Jean-Yves Gilg

Editor, Solicitors Journal

Cutting a fine line

Cutting a fine line


The Court of Appeal's latest approach to solicitors' duties highlights the need for practitioners to exercise caution when advising clients, say Laura Taylor and Peter Maguire

In a recent decision, the Court of Appeal has allowed Levicom's appeal of the first instance judgment in their £37m loss of chance claim against Linklaters.

The case involves advice given by Linklaters to Levicom relating to a dispute with a Swedish telecoms group. Levicom alleged that, had Linklaters not given negligently over-optimistic advice, it would have settled its dispute at a much earlier stage, on more favourable terms, rather than embarking upon arbitration that settled on unsatisfactory terms.

Although the judge at first instance found that Linklaters' advice was negligent in certain respects, he held that the negligence caused no loss to Levicom '“ he did not accept that the company would have acted differently in the underlying dispute. Levicom was, therefore, awarded nominal damages of £5.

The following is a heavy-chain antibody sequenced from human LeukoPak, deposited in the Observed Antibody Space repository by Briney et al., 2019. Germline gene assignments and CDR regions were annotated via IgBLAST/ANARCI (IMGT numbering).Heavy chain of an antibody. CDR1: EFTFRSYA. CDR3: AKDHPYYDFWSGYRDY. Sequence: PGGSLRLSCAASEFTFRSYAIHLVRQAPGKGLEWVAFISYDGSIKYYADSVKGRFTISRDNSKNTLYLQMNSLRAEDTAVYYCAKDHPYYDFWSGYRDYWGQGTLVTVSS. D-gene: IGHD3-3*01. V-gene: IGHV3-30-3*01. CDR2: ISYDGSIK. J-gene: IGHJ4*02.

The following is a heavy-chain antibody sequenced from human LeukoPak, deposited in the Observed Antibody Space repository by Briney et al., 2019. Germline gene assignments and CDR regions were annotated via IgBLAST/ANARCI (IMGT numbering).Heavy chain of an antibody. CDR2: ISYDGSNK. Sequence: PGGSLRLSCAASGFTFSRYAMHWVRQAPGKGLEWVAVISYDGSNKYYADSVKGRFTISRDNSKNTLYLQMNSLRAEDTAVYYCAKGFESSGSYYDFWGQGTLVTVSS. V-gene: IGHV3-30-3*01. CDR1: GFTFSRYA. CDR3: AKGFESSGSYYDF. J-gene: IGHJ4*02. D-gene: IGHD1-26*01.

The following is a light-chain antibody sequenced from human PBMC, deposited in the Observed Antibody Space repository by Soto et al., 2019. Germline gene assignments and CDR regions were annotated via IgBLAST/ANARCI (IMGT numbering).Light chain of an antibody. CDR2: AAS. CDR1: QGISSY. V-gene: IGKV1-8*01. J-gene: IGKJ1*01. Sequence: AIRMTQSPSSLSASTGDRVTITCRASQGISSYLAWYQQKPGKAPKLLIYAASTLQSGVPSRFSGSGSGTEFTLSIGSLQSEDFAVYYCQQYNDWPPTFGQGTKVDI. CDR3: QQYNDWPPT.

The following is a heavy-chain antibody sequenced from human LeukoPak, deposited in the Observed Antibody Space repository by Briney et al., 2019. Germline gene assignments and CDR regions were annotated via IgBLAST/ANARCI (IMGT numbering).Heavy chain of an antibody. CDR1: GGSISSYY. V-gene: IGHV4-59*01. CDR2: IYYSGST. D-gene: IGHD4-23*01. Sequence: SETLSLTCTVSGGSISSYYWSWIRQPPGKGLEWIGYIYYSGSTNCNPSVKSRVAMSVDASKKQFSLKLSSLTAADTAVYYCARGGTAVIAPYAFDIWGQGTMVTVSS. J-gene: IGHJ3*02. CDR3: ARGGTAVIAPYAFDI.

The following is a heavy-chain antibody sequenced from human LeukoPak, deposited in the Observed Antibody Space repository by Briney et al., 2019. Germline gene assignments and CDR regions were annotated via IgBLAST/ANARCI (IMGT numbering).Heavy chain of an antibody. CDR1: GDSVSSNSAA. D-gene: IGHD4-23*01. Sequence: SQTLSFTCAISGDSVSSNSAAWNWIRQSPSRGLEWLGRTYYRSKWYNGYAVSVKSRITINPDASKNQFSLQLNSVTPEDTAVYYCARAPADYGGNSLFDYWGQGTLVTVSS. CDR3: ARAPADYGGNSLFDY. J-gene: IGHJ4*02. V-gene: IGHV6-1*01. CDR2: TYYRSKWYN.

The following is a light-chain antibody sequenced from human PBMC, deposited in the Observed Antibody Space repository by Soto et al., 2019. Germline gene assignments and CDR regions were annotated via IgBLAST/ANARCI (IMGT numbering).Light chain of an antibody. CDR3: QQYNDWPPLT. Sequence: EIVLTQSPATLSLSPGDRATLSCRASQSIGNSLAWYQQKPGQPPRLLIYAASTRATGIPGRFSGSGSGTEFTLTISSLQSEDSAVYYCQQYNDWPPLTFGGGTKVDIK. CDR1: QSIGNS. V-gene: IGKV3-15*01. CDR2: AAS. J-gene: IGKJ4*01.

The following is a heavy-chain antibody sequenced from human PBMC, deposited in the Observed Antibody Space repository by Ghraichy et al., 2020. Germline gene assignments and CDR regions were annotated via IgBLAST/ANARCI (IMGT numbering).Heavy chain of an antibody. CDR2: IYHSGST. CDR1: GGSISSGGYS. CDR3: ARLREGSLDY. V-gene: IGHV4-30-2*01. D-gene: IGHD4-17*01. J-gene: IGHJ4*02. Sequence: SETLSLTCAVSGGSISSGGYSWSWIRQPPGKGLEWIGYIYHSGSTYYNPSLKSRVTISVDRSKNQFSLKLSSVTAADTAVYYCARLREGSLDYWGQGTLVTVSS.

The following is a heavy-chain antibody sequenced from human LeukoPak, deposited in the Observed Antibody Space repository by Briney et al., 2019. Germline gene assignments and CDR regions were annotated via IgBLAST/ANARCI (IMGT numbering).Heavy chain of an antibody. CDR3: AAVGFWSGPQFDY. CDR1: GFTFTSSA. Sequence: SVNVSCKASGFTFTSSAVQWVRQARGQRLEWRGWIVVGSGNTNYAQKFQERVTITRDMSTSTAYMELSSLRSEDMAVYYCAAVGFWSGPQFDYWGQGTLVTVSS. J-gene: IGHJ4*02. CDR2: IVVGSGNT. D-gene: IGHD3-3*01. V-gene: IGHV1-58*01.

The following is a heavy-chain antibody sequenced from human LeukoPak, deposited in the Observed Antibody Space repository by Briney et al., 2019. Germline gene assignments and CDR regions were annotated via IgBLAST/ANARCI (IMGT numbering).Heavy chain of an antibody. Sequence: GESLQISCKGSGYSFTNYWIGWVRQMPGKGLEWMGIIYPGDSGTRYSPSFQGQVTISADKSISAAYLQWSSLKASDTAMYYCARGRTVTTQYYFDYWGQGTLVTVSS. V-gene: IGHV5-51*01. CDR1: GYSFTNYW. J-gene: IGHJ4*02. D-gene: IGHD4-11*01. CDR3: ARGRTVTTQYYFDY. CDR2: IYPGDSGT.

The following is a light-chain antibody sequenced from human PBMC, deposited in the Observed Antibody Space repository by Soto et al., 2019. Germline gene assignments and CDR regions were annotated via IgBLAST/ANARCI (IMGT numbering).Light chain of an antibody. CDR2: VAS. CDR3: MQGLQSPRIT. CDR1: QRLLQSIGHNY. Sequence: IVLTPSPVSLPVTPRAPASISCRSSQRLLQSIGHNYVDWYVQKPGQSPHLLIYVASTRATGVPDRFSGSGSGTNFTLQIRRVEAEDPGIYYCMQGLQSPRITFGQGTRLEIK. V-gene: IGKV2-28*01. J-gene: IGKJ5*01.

The Court of Appeal allowed Levicom's appeal and ruled that the first instance judge had not approached the causation issue correctly. In this regard, the approach of Levicom in negotiations with the other side was inevitably informed by the negligent advice it had received. The normal inference is that when a solicitor advises that his client has a strong case and should commence proceedings rather than settle, such advice is causative. The evidential burden, therefore, passed to Linklaters to rebut that presumption and to prove that its advice was not causative. As Lord Justice Stanley Burton put it: 'One has to ask why a commercial company should seek expensive City solicitors' advice and do so repeatedly, if they were not to act on it.'